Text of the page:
Mexico’s new education laws: reform or political power play?

On Feb. 26, just days before radical new educational reforms were scheduled to take effect, Elba Esther Gordillo, head of Mexico’s powerful teacher’s union for almost a quarter century, was arrested and charged with embezzling 2 billion pesos (approximately $160 million) from her union during her tenure.

The question that is foremost on everyone’s mind: is this a move by President Enrique Peña Nieto to get rid himself of a leading political opponent, or is it another move to break the power of the teacher’s union nearly monopolistic control of the Mexican educational system and an effort to bring about actual reform?

Mexico is currently ranked last among the members of the Organization of Economic Cooperation and Development (OECD), according to the organization’s 2012 report. This is not the result of lack of funding. While the country spends 22 percent of its gross national product on education, with over 80 percent of that going to teachers’ salaries, fewer than half of students graduate high school.
Among OECD countries, only Brazil and Chile have a lower graduation rate.  In testing results for math, science and critical reading skills, only 1 percent of Mexican students post “advanced” results, compared to 18 percent of Canadian students and 10 percent of U.S. students.

So what are the reforms that Sra. Gordillo and her union members oppose?  First, the teachers whose salaries are paid for by the federal government would be hired by the government; no longer would teachers be chosen by the union. The long-standing and well-documented practice of union leadership at the national and local level, choosing who receives appointments based on the payment of bribes and the inheritance of positions from parent to child, would be abolished.  Second, promotion and pay raises would be based upon merit and not whom you know or how loyal you are to the union.  Third, the approximately 1 million Mexican teachers would be subject to an evaluation   system that is current being developed.  Finally, teachers would have to provide proof of qualification to be teachers by taking exams. Under the current system, many teachers lack even a high-school education.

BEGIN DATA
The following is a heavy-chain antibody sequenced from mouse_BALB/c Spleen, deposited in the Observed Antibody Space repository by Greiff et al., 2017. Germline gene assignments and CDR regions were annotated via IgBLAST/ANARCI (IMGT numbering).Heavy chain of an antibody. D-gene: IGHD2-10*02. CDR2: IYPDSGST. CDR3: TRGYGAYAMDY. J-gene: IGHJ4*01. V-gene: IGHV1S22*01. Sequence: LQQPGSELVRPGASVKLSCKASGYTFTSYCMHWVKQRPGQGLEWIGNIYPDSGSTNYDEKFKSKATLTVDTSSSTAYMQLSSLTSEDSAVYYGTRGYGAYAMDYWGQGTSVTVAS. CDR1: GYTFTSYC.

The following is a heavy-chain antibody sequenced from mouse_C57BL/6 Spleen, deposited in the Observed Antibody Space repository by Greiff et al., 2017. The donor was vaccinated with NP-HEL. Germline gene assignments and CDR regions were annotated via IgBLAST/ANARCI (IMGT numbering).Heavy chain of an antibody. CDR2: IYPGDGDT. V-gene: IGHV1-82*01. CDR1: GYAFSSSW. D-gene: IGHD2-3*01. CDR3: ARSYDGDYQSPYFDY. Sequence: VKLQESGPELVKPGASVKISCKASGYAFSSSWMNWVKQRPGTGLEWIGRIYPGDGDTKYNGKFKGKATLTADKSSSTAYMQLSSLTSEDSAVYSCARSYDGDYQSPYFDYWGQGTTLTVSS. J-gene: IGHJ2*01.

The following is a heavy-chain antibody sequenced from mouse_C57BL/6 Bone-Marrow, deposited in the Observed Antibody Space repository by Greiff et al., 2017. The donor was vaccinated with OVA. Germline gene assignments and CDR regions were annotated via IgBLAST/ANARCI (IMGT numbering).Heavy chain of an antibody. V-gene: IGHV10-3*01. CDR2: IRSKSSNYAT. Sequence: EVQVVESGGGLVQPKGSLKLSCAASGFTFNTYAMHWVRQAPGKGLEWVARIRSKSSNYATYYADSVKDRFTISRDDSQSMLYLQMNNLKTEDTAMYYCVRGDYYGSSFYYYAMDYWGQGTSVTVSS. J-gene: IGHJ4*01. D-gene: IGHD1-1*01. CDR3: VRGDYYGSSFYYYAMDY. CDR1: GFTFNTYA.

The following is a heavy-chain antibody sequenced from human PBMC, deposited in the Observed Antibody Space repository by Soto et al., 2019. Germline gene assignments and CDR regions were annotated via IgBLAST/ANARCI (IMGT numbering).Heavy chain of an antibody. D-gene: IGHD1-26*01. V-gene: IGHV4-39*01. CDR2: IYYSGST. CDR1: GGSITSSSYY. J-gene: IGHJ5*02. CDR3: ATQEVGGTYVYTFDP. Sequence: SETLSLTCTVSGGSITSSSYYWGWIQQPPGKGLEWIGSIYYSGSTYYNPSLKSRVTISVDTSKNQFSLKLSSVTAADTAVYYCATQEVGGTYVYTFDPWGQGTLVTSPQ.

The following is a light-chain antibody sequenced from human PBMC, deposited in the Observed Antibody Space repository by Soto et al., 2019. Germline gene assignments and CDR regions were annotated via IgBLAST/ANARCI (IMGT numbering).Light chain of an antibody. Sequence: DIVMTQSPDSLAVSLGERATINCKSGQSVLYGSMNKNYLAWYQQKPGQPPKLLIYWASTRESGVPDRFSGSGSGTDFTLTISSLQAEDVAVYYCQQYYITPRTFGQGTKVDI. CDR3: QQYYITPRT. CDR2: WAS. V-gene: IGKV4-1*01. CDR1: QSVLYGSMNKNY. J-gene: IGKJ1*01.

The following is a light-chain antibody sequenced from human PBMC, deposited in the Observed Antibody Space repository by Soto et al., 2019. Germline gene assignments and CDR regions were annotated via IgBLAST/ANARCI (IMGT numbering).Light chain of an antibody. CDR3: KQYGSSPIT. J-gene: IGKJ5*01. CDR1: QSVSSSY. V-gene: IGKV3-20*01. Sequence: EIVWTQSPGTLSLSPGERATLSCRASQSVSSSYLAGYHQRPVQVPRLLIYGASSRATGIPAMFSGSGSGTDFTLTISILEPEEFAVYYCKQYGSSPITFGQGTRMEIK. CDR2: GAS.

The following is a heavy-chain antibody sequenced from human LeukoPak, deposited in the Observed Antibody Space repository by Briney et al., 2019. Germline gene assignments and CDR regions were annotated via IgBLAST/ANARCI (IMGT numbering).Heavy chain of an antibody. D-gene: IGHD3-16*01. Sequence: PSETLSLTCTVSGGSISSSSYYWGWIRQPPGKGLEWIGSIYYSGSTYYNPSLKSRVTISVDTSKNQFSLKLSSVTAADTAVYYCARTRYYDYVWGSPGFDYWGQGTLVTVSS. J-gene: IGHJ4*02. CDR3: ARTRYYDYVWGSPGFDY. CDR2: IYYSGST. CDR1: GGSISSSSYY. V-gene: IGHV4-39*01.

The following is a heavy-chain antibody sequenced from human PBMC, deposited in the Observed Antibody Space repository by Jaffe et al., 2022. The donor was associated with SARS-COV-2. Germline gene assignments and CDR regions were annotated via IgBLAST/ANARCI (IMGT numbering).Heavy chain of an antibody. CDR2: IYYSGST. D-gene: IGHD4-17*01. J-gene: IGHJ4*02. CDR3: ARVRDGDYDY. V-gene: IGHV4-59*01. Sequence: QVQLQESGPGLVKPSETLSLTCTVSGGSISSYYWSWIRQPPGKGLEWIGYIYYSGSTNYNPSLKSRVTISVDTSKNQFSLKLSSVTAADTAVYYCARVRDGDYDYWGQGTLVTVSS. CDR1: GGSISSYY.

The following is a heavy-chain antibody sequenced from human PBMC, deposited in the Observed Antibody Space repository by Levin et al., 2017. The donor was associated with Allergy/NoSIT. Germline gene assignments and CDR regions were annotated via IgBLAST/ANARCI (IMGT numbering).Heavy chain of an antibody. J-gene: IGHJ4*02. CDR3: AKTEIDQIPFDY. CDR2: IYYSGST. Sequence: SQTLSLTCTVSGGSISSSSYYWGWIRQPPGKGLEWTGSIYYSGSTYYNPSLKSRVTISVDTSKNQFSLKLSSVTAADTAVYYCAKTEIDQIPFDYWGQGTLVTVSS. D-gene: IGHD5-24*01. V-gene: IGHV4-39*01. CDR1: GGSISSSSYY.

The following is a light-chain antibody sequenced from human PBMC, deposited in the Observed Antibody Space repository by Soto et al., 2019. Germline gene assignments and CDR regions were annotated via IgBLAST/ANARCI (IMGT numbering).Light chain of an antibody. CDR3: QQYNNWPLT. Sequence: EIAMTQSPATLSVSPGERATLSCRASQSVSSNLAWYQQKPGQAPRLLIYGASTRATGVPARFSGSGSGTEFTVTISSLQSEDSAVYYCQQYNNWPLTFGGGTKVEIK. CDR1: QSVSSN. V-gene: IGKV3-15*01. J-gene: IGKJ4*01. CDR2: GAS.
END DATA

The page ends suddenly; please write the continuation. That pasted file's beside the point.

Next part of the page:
None of these reforms are inconsistent with what most governments around the world do in relationship to their educational systems. Most are basic functions of governments at various levels around the world.

In the past, Sra. Godillo and her union have been partnered with President Peña Nieto’s Institutional Revolutionary Party (PRI), until the union moved its support to Calderon’s National Action Party (PAN) following Calderon’s election in 2006.  Many have viewed her arrest and the passage of these reform laws as Peña Nieto’s attempt at revenge against the union. The evidence to date shows that it is a calculated move by the current president to do more than one thing. Peña Nieto realized the changes in the law as a way to wrest control of the educational system from the union and put it in the government’s hands — and also get his revenge on Sra. Godillo and her union for not supporting him.

The hope of many parents and educational reform groups in Mexico, such as Mexicanos Primero (“Mexicans First”) and the Citizen Coalition for Education, is that President Peña Nieto actually makes good on reforms and creates a quality education system in Mexico that improves the lives of children and puts Mexico on a path for development, bringing the nation into the 21st century.

By guest contributor Jeffery Cassity
Jeffery Cassity is a socially-liberal, fiscally-conservative Anglo male who is involved in his local Latino community. As the widower of a 1st-generation Mexican-American woman, he’s an active (some would say hyperactive) member of the his Council of the League of Latin American Citizens (LULAC).


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